The referee in his findings which were adopted as the award of the Industrial Commission recognized this undisputed evidence, but he proceeded to hold "* * * that the innocent claimant cannot be made to suffer from transactions over which he had no control."
While it is true that parties may under certain circumstances enter contracts of insurance to protect against a loss that, unknown to the parties, has already occurred, United States v. Patryas, 303 U.S. 341, 58 S. Ct. 551, 82 L. Ed. 883, the knowledge and concealment of such loss by the insured operates as a bar to recovery under the policy. It is important to note here that we are not dealing with an interpretation of the Workmen's Compensation Act of this state, but only with a question relating to the law of contracts. Thus in Century Indemnity Co. v. Jameson, 333 Mass. 503, 131 N.E.2d 767, it was held under the exact circumstances present here that a policy did not cover an industrial accident which occurred prior to the acceptance of the employer's order for compensation insurance, even though the policy was predated, when the employer knew of the accident in question when he ordered the policy but did not disclose it to the insurance carrier.
We are in accord with that decision and we hold that under the circumstances shown here the policy did not cover Hunt's accident. See also Matlock v. Hollis, 153 Kan. 227, 109 P.2d 119, 132 A.L.R. 1316; *407 Lima v. Industrial Accident Commission, 1 Cal. App. 2d 43, 36 P.2d 223; 2 Larson, Workmen's Compensation Law, Sec. 92.20, p. 446.
The claimant urges that he stands in the position of an innocent third party beneficiary entitled to recover against the insurer. He asserts that "prior and continuing negotiations" between the insurer and the employer induced the employer to believe that a valid contractual relationship existed between the parties which would afford the employer workmen's compensation insurance coverage.
The record clearly shows and the referee found that on June 6, 1961, the employer was informed that a policy of workmen's compensation insurance would not be issued until the employer renewed or procured a policy for general liability. It is clear from the record that the employer never thought he was covered by workmen's compensation insurance until he called on the morning of June 20, 1961, after the accident had occurred and ordered the policy. It is true that a workmen's compensation insurance policy is made for the benefit of a third person and that ordinarily the employee is a third party beneficiary. See 100 C.J.S. Workmen's Compensation § 376, pp. 107, 108. But here Hunt cannot be a third party beneficiary to a contract, however, innocent he may be, since, as we have said, there was no contract at all covering Hunt's accident. The fact that he was not a party to the concealment by his employer cannot aid him in such a situation.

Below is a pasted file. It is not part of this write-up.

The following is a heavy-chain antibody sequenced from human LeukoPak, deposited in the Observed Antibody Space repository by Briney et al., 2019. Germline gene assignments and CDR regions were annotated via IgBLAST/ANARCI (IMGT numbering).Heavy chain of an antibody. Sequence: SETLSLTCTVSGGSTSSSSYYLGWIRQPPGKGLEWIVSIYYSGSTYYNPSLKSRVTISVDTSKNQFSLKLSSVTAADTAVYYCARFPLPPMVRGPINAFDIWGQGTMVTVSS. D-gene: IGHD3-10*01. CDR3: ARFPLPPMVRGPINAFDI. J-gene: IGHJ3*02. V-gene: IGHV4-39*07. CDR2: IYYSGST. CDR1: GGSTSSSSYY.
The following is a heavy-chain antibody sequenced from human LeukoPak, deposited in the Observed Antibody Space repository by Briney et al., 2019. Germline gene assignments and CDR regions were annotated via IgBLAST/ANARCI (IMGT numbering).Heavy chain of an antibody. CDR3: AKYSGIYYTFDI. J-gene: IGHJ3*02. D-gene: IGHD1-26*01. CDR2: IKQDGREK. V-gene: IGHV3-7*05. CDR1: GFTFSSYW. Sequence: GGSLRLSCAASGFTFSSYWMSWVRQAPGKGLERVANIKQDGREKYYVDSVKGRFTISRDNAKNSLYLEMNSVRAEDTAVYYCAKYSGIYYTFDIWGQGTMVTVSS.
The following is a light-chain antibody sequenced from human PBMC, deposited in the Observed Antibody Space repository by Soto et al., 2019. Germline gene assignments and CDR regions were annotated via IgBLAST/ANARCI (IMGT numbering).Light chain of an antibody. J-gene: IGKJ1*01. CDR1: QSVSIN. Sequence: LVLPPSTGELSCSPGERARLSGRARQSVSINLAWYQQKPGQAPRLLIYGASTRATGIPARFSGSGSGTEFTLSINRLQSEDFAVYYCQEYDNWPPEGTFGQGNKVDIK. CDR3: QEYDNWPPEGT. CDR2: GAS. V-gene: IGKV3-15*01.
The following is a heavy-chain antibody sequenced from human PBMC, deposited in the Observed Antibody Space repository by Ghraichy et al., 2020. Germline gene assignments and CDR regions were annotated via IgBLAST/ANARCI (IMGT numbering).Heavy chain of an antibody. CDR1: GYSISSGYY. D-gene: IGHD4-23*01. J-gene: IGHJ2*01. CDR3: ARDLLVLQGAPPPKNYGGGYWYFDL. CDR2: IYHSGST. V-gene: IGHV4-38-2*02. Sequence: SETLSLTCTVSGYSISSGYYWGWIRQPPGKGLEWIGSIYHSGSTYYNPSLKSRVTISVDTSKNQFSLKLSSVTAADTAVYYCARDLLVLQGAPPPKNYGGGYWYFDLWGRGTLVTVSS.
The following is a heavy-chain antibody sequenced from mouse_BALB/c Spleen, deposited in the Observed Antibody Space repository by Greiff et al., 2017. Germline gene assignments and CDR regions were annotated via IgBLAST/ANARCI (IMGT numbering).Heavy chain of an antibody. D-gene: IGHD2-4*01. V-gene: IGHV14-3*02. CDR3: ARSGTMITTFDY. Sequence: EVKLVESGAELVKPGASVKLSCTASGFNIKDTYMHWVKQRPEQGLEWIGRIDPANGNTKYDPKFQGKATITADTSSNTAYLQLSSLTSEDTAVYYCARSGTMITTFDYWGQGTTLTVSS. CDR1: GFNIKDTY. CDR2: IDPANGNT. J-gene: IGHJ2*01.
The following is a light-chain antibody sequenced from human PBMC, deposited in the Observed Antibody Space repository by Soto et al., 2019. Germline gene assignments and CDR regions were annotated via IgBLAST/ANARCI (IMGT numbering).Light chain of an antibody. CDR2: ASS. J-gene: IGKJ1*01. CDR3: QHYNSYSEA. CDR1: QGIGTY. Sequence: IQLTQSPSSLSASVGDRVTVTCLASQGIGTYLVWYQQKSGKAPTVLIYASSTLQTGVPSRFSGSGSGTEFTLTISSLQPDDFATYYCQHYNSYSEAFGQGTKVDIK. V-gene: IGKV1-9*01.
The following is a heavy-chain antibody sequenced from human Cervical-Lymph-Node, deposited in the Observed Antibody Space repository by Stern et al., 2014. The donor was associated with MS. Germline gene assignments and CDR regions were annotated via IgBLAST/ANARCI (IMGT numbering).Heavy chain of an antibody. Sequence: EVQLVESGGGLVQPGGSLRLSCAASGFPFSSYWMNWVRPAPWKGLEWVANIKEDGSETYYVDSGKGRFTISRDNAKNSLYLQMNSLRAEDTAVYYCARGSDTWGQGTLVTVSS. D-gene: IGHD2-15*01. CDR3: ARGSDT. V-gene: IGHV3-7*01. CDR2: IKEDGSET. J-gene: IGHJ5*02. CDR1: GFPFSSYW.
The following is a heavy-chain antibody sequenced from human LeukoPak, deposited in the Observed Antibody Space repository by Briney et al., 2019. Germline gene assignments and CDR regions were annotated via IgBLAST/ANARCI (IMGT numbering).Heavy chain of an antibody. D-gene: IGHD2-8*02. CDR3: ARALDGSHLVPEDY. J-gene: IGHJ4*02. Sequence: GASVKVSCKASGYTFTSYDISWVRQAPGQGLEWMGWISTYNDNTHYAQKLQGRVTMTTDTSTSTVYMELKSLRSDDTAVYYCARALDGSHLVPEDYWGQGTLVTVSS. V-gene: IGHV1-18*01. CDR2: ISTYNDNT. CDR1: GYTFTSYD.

The claimant also urges that the doctrines of promissory estoppel or equitable estoppel are applicable here. There is not a word of testimony, nor is there any finding by the referee, that the insurer represented to the employer or to Hunt that the employer had coverage prior to the employer's call to the carrier after the accident had occurred. If the claimant was in any sense misled in this case into believing that there was workmen's compensation insurance in force at the time he went to work, it was solely by his employer. Under such circumstances no estoppel against the insurer arose.
The insurer also contends that Helmbold and Son, Inc. did not employ four or more employees so as to subject it to the terms of the Workmen's Compensation Act. We have held that the accident here was not covered by the policy issued by the insurer and therefore the insurer has no justiciable interest in whether the employer was covered. The employer has not seen fit to become a party to this writ of error. Under these circumstances, there is no one before this Court who can properly raise the issue of the employer's coverage under the Act, hence the judgment of the trial court on this issue is not before us.
The judgment is affirmed.